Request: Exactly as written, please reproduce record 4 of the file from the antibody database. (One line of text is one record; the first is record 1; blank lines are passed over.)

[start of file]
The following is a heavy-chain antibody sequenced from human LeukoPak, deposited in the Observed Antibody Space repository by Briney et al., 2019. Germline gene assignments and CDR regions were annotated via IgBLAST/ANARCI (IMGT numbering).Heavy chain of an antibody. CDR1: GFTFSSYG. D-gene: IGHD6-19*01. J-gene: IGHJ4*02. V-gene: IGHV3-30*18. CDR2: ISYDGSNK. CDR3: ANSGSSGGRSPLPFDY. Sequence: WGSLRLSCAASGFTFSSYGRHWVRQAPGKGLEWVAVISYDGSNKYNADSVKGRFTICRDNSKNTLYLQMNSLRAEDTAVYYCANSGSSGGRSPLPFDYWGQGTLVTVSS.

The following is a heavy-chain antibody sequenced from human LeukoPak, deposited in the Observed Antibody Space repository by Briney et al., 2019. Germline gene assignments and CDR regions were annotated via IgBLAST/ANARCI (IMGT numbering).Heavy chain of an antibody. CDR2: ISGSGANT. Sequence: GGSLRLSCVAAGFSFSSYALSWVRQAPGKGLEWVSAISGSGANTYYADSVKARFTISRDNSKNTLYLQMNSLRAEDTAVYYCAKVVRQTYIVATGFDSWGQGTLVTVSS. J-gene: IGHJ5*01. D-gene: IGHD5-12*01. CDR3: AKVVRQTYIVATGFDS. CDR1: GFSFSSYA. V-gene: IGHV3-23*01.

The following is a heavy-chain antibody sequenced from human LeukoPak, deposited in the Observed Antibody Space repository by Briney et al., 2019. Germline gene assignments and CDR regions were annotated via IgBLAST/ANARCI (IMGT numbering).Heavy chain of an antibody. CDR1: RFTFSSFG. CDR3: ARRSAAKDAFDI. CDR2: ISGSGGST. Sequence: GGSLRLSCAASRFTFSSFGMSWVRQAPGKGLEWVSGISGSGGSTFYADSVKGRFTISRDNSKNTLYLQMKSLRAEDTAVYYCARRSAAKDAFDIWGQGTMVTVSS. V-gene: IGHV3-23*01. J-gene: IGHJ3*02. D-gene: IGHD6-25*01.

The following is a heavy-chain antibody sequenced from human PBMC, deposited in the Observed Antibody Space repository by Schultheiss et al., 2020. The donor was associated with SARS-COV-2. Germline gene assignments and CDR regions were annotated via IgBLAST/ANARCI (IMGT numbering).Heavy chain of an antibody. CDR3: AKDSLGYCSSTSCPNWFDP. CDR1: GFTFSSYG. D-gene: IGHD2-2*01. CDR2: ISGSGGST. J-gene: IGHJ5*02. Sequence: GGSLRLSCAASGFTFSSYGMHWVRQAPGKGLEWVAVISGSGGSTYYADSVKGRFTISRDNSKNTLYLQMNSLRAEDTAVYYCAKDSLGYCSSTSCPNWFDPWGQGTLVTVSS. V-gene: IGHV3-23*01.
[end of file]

The following is a heavy-chain antibody sequenced from human PBMC, deposited in the Observed Antibody Space repository by Schultheiss et al., 2020. The donor was associated with SARS-COV-2. Germline gene assignments and CDR regions were annotated via IgBLAST/ANARCI (IMGT numbering).Heavy chain of an antibody. CDR3: AKDSLGYCSSTSCPNWFDP. CDR1: GFTFSSYG. D-gene: IGHD2-2*01. CDR2: ISGSGGST. J-gene: IGHJ5*02. Sequence: GGSLRLSCAASGFTFSSYGMHWVRQAPGKGLEWVAVISGSGGSTYYADSVKGRFTISRDNSKNTLYLQMNSLRAEDTAVYYCAKDSLGYCSSTSCPNWFDPWGQGTLVTVSS. V-gene: IGHV3-23*01.